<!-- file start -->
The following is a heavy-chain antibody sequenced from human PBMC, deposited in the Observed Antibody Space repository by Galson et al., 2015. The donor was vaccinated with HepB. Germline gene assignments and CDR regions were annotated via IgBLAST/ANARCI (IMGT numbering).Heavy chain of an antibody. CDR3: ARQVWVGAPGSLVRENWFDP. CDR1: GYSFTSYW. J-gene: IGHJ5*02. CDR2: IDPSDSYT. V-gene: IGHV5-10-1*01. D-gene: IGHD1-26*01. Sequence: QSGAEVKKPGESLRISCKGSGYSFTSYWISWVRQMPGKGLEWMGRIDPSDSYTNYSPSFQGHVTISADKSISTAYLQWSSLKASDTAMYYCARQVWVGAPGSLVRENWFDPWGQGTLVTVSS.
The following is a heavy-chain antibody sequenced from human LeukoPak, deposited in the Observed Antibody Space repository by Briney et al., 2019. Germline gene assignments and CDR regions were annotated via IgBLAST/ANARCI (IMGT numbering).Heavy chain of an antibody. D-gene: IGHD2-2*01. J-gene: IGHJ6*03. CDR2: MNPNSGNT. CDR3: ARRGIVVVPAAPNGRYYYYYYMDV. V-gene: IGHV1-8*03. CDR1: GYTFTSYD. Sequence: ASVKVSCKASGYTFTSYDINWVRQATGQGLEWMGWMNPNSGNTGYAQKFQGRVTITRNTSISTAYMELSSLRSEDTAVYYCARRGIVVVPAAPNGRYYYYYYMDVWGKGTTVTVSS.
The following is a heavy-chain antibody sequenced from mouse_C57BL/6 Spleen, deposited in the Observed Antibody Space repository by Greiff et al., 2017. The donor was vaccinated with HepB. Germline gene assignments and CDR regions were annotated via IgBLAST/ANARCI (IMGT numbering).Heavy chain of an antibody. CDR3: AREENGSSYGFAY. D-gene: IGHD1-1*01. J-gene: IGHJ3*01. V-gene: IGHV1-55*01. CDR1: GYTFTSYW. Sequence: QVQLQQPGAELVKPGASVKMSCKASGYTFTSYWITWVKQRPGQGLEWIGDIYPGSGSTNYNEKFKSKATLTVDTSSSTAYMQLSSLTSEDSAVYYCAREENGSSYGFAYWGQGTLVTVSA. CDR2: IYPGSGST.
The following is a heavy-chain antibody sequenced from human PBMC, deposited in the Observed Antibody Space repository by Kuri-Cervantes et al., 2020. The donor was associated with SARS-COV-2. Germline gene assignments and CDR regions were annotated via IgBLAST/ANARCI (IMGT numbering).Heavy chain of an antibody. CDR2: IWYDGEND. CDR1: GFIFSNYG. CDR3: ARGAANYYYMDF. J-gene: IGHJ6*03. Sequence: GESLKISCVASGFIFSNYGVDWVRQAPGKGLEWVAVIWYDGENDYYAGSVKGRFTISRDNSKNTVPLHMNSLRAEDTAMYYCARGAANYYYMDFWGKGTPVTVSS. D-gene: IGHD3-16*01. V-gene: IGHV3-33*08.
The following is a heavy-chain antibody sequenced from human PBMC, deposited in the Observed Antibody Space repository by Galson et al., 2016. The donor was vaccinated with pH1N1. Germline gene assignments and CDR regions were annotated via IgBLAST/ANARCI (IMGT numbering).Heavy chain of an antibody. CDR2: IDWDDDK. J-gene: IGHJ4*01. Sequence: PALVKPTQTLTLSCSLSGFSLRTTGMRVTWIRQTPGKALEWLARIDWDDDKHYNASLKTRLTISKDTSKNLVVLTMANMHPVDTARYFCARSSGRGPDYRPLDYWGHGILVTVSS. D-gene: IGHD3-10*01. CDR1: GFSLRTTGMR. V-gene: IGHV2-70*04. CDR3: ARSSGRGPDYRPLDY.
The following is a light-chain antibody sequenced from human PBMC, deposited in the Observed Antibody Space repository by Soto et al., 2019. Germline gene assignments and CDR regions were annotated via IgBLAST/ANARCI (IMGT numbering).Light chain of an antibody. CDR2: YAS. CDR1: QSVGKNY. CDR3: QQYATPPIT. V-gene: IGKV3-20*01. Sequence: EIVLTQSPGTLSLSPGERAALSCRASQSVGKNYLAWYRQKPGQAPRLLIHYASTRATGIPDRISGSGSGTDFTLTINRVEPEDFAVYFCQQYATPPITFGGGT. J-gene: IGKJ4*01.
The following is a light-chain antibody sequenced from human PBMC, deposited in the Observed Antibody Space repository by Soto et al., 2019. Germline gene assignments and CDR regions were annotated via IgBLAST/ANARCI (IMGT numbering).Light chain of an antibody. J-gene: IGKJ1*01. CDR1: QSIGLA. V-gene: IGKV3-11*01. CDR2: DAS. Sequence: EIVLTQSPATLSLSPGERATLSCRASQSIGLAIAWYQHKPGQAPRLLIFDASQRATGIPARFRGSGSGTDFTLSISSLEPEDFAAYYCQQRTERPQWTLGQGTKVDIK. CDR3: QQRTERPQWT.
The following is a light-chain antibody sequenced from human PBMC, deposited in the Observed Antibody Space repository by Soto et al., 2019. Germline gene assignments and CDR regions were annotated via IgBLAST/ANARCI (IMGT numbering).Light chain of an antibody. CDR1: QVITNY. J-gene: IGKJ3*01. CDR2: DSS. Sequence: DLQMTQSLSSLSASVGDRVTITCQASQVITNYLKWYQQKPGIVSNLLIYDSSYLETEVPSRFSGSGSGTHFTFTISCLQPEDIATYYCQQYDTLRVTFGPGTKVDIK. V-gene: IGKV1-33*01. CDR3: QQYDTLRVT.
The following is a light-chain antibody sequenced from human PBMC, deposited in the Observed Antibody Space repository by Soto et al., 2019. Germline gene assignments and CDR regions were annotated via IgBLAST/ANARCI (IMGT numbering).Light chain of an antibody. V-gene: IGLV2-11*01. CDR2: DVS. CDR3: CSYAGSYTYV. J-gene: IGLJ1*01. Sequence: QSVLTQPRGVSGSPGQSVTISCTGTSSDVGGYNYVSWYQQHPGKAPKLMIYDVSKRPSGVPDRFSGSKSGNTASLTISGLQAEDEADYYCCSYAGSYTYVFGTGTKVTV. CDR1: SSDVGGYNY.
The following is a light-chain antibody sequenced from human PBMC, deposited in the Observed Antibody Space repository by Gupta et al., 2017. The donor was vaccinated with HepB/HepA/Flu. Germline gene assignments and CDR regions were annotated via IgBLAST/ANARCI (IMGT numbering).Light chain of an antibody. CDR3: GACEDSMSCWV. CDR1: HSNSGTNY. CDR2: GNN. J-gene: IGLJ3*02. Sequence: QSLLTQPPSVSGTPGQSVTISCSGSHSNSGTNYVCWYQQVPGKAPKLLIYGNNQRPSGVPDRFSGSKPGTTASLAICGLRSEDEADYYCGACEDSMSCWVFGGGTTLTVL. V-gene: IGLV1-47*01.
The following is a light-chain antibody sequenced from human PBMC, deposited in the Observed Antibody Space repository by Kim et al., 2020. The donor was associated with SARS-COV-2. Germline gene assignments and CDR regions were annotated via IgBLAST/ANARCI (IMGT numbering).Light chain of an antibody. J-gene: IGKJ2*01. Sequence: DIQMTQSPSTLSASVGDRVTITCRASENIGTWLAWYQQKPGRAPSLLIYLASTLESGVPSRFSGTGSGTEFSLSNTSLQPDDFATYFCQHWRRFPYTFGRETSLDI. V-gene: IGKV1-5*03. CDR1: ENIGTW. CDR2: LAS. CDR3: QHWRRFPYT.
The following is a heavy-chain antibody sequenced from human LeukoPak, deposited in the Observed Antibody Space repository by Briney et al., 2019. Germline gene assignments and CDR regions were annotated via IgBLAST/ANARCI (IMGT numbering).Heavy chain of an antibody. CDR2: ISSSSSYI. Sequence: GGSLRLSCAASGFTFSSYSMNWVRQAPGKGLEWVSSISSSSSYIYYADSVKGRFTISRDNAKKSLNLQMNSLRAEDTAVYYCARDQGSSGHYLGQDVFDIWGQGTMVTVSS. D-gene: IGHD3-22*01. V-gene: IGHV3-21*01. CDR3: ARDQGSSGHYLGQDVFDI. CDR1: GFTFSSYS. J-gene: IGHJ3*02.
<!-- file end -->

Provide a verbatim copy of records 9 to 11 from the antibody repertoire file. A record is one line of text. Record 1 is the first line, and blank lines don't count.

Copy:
The following is a light-chain antibody sequenced from human PBMC, deposited in the Observed Antibody Space repository by Soto et al., 2019. Germline gene assignments and CDR regions were annotated via IgBLAST/ANARCI (IMGT numbering).Light chain of an antibody. V-gene: IGLV2-11*01. CDR2: DVS. CDR3: CSYAGSYTYV. J-gene: IGLJ1*01. Sequence: QSVLTQPRGVSGSPGQSVTISCTGTSSDVGGYNYVSWYQQHPGKAPKLMIYDVSKRPSGVPDRFSGSKSGNTASLTISGLQAEDEADYYCCSYAGSYTYVFGTGTKVTV. CDR1: SSDVGGYNY.
The following is a light-chain antibody sequenced from human PBMC, deposited in the Observed Antibody Space repository by Gupta et al., 2017. The donor was vaccinated with HepB/HepA/Flu. Germline gene assignments and CDR regions were annotated via IgBLAST/ANARCI (IMGT numbering).Light chain of an antibody. CDR3: GACEDSMSCWV. CDR1: HSNSGTNY. CDR2: GNN. J-gene: IGLJ3*02. Sequence: QSLLTQPPSVSGTPGQSVTISCSGSHSNSGTNYVCWYQQVPGKAPKLLIYGNNQRPSGVPDRFSGSKPGTTASLAICGLRSEDEADYYCGACEDSMSCWVFGGGTTLTVL. V-gene: IGLV1-47*01.
The following is a light-chain antibody sequenced from human PBMC, deposited in the Observed Antibody Space repository by Kim et al., 2020. The donor was associated with SARS-COV-2. Germline gene assignments and CDR regions were annotated via IgBLAST/ANARCI (IMGT numbering).Light chain of an antibody. J-gene: IGKJ2*01. Sequence: DIQMTQSPSTLSASVGDRVTITCRASENIGTWLAWYQQKPGRAPSLLIYLASTLESGVPSRFSGTGSGTEFSLSNTSLQPDDFATYFCQHWRRFPYTFGRETSLDI. V-gene: IGKV1-5*03. CDR1: ENIGTW. CDR2: LAS. CDR3: QHWRRFPYT.